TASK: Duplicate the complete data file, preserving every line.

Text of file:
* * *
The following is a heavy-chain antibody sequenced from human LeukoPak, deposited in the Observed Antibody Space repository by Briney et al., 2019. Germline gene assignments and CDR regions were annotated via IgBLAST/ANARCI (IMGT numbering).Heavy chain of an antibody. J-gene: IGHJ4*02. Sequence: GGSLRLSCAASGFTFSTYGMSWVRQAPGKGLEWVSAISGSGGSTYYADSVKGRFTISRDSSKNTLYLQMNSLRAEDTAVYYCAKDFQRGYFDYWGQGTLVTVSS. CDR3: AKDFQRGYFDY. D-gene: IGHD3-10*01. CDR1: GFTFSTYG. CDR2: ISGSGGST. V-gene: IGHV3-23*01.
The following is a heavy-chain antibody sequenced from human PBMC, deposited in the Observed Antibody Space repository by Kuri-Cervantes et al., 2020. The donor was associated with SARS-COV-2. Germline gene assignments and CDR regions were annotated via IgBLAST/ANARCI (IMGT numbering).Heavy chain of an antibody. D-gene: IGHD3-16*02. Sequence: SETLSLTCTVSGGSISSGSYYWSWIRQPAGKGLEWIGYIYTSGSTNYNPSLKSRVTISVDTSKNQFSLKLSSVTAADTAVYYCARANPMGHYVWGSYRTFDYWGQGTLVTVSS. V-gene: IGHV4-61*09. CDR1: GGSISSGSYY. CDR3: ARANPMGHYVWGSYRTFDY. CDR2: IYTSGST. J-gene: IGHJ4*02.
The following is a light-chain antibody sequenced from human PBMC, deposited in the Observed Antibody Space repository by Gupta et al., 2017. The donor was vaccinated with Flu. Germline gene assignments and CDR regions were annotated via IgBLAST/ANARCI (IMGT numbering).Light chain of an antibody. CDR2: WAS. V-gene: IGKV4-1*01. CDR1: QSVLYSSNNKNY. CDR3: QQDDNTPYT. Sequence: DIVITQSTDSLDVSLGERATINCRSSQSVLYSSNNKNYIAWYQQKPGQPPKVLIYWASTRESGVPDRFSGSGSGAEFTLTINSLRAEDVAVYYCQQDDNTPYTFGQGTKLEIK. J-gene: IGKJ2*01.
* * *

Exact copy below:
The following is a heavy-chain antibody sequenced from human LeukoPak, deposited in the Observed Antibody Space repository by Briney et al., 2019. Germline gene assignments and CDR regions were annotated via IgBLAST/ANARCI (IMGT numbering).Heavy chain of an antibody. J-gene: IGHJ4*02. Sequence: GGSLRLSCAASGFTFSTYGMSWVRQAPGKGLEWVSAISGSGGSTYYADSVKGRFTISRDSSKNTLYLQMNSLRAEDTAVYYCAKDFQRGYFDYWGQGTLVTVSS. CDR3: AKDFQRGYFDY. D-gene: IGHD3-10*01. CDR1: GFTFSTYG. CDR2: ISGSGGST. V-gene: IGHV3-23*01.
The following is a heavy-chain antibody sequenced from human PBMC, deposited in the Observed Antibody Space repository by Kuri-Cervantes et al., 2020. The donor was associated with SARS-COV-2. Germline gene assignments and CDR regions were annotated via IgBLAST/ANARCI (IMGT numbering).Heavy chain of an antibody. D-gene: IGHD3-16*02. Sequence: SETLSLTCTVSGGSISSGSYYWSWIRQPAGKGLEWIGYIYTSGSTNYNPSLKSRVTISVDTSKNQFSLKLSSVTAADTAVYYCARANPMGHYVWGSYRTFDYWGQGTLVTVSS. V-gene: IGHV4-61*09. CDR1: GGSISSGSYY. CDR3: ARANPMGHYVWGSYRTFDY. CDR2: IYTSGST. J-gene: IGHJ4*02.
The following is a light-chain antibody sequenced from human PBMC, deposited in the Observed Antibody Space repository by Gupta et al., 2017. The donor was vaccinated with Flu. Germline gene assignments and CDR regions were annotated via IgBLAST/ANARCI (IMGT numbering).Light chain of an antibody. CDR2: WAS. V-gene: IGKV4-1*01. CDR1: QSVLYSSNNKNY. CDR3: QQDDNTPYT. Sequence: DIVITQSTDSLDVSLGERATINCRSSQSVLYSSNNKNYIAWYQQKPGQPPKVLIYWASTRESGVPDRFSGSGSGAEFTLTINSLRAEDVAVYYCQQDDNTPYTFGQGTKLEIK. J-gene: IGKJ2*01.